It was raining, a cold, soaking rain that froze when it struck the tombstones, leaving ice streaks on the stones. Christmas of 2013 had just passed, and here, the day after, I watched them lower a brother into the ground for his final rest.
We had been more like brothers than anything, thrown together to accomplish a certain task while we served together in the Corps, but that closeness and reliance on one another had built a bond. His family had left, hell, everyone had left, but I stayed to talk to the "vault guys" as closed up the grave. Years before, I had worked in the cemetery business and wanted it done right. My brother was owed that.
So, as the rain sloughed off my dress blue cap- a uniform I thought I would never wear again when I left the Corps in 2012- I had time alone to think. How did this happen?
In 2006, we had served together and a good mutual friend of ours was lost to drowning of all things, in Iraq. A flash flood had flipped a vehicle, filling it with water as it turned over and over... a slow, inescapable death. But us, we weren't there. We were on mission, elsewhere, unable to help- if that were even possible, I STILL don't know.
Fast forward a few years, and he had left the Corps, was building a family and working construction. Then the messages started to arrive via FaceBook. Our friend's widow was hurting- the SGLI had not gone far for her and the kids, and she was in trouble. A lot of us sent money and helped, as Marines do for each other, but her life had been forever changed by our friend's passing.
Now, my "brother" was not a perfect person. He had addiction problems, and was quite driven to "martyrdom" from his family and religious upbringing. He took her pain to heart, blamed himself, and started to drink heavily, and with the WRONG people. Soon, he was using a variety of drugs, and eventually, his wife had had it. He was booted out.
Later, in a chemically altered state, he tried to take his children from their mother. That was the last time I saw or spoke to him, when I prevented that, and faced down a former brother. He was "not there" in his body, for drugs and pain had usurped his spirit. On December 22, 2013, they found him in his car... dead of an overdose. A strong, capable, COMBAT HARDENED Marine... was gone forever.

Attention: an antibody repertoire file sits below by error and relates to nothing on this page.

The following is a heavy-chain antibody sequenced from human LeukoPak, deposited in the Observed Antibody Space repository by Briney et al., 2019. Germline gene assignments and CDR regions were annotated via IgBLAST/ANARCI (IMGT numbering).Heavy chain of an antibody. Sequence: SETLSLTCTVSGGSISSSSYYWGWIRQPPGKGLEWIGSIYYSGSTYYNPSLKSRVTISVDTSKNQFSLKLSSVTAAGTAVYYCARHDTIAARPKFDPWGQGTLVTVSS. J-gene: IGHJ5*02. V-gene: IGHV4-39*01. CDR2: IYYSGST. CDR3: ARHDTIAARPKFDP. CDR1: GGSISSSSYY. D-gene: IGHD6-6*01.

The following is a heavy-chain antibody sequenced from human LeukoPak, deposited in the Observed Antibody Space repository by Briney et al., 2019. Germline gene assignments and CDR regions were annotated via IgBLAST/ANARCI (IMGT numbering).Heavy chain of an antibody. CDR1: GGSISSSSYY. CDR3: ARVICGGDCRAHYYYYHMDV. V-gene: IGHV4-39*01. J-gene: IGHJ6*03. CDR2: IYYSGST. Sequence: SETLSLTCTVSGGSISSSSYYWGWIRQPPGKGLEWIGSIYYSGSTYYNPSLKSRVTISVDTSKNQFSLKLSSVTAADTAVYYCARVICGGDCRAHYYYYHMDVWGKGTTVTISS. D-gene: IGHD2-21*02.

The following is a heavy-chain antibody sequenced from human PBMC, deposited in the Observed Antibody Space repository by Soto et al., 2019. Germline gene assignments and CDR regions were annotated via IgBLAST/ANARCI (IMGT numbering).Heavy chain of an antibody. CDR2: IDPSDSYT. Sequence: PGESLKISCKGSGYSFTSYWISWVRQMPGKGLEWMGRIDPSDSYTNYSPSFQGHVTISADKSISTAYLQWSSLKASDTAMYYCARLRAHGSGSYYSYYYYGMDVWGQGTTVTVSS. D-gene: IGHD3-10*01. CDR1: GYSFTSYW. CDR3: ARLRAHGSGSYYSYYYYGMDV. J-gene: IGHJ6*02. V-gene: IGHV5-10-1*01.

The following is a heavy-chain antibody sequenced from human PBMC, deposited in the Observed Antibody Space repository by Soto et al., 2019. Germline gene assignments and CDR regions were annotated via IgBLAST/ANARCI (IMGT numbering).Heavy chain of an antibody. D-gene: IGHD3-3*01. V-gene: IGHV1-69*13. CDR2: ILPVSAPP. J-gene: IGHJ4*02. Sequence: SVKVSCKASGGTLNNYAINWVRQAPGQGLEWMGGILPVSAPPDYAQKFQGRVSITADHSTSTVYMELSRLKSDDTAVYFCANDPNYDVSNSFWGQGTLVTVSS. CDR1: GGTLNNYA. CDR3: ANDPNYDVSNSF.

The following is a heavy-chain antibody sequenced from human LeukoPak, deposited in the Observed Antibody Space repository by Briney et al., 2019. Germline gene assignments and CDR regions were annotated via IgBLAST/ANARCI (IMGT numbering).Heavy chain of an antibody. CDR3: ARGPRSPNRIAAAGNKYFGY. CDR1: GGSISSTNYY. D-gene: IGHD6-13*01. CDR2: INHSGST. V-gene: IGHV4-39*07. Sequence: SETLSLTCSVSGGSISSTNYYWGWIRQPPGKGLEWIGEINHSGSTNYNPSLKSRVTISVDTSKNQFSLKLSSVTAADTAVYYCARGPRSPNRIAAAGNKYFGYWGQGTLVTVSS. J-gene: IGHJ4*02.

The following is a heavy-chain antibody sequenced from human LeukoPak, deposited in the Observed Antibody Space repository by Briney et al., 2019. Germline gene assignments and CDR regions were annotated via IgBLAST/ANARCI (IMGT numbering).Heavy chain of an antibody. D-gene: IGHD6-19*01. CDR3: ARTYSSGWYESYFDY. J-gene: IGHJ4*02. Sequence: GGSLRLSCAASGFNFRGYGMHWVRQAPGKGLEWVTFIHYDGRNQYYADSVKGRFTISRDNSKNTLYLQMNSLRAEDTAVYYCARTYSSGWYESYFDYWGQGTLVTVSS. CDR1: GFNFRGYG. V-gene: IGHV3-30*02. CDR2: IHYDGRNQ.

So, when I left the funeral and came home, I had to think "... why was he gone and not I? Sure, he had his demons, but... hell... I have mine too..." Then, I saw my son and knew that I would NEVER follow his path. I had a light in the darkness, the love of my son. He didn't see his, for drugs had clouded that light.
Since that time, I have talked to, and talked down, people that were "on the brink." I have found that "the flickering light in their darkness..." whatever, or whomever it may be, is the one thing that brings us all back from the brink. I have resolved myself to find that light, or if need be, BE that light, for anyone that needs it.
So, when the world seems to crush you, look for that flickering light. Cling to it, and move towards it, away from the darkness of the abyss. And, truly, if you need help, I am sure there are people there to guide your way. You are not alone, and you are not weak to ask for help. Suffering in silence helps no one, reach out, share the pain, and find strength in the sharing.